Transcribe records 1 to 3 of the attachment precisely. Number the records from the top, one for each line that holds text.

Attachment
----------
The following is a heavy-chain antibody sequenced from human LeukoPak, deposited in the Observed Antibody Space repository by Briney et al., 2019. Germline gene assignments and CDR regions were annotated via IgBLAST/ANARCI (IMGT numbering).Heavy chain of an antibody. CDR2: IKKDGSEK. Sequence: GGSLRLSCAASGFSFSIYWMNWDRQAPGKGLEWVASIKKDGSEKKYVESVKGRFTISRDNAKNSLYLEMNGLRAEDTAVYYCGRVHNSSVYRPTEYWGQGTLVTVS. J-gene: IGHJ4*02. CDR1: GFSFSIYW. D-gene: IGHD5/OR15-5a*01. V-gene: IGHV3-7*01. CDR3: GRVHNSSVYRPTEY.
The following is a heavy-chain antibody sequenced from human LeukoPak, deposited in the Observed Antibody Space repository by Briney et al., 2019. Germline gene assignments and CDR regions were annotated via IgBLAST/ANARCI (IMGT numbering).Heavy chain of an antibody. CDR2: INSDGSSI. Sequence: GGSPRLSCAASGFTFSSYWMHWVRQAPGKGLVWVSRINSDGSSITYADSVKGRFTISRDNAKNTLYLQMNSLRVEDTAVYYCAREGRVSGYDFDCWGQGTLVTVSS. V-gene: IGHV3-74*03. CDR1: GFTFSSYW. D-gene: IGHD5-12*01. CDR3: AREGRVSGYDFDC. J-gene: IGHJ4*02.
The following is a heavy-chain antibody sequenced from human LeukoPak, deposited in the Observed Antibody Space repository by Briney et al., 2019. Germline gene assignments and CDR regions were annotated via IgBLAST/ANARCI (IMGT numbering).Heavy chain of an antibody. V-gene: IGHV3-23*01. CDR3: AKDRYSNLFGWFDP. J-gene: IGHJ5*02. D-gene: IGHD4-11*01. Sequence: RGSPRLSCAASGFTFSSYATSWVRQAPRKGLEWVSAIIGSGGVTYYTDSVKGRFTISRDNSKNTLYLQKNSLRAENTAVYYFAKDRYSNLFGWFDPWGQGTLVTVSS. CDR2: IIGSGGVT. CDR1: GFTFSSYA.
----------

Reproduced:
The following is a heavy-chain antibody sequenced from human LeukoPak, deposited in the Observed Antibody Space repository by Briney et al., 2019. Germline gene assignments and CDR regions were annotated via IgBLAST/ANARCI (IMGT numbering).Heavy chain of an antibody. CDR2: IKKDGSEK. Sequence: GGSLRLSCAASGFSFSIYWMNWDRQAPGKGLEWVASIKKDGSEKKYVESVKGRFTISRDNAKNSLYLEMNGLRAEDTAVYYCGRVHNSSVYRPTEYWGQGTLVTVS. J-gene: IGHJ4*02. CDR1: GFSFSIYW. D-gene: IGHD5/OR15-5a*01. V-gene: IGHV3-7*01. CDR3: GRVHNSSVYRPTEY.
The following is a heavy-chain antibody sequenced from human LeukoPak, deposited in the Observed Antibody Space repository by Briney et al., 2019. Germline gene assignments and CDR regions were annotated via IgBLAST/ANARCI (IMGT numbering).Heavy chain of an antibody. CDR2: INSDGSSI. Sequence: GGSPRLSCAASGFTFSSYWMHWVRQAPGKGLVWVSRINSDGSSITYADSVKGRFTISRDNAKNTLYLQMNSLRVEDTAVYYCAREGRVSGYDFDCWGQGTLVTVSS. V-gene: IGHV3-74*03. CDR1: GFTFSSYW. D-gene: IGHD5-12*01. CDR3: AREGRVSGYDFDC. J-gene: IGHJ4*02.
The following is a heavy-chain antibody sequenced from human LeukoPak, deposited in the Observed Antibody Space repository by Briney et al., 2019. Germline gene assignments and CDR regions were annotated via IgBLAST/ANARCI (IMGT numbering).Heavy chain of an antibody. V-gene: IGHV3-23*01. CDR3: AKDRYSNLFGWFDP. J-gene: IGHJ5*02. D-gene: IGHD4-11*01. Sequence: RGSPRLSCAASGFTFSSYATSWVRQAPRKGLEWVSAIIGSGGVTYYTDSVKGRFTISRDNSKNTLYLQKNSLRAENTAVYYFAKDRYSNLFGWFDPWGQGTLVTVSS. CDR2: IIGSGGVT. CDR1: GFTFSSYA.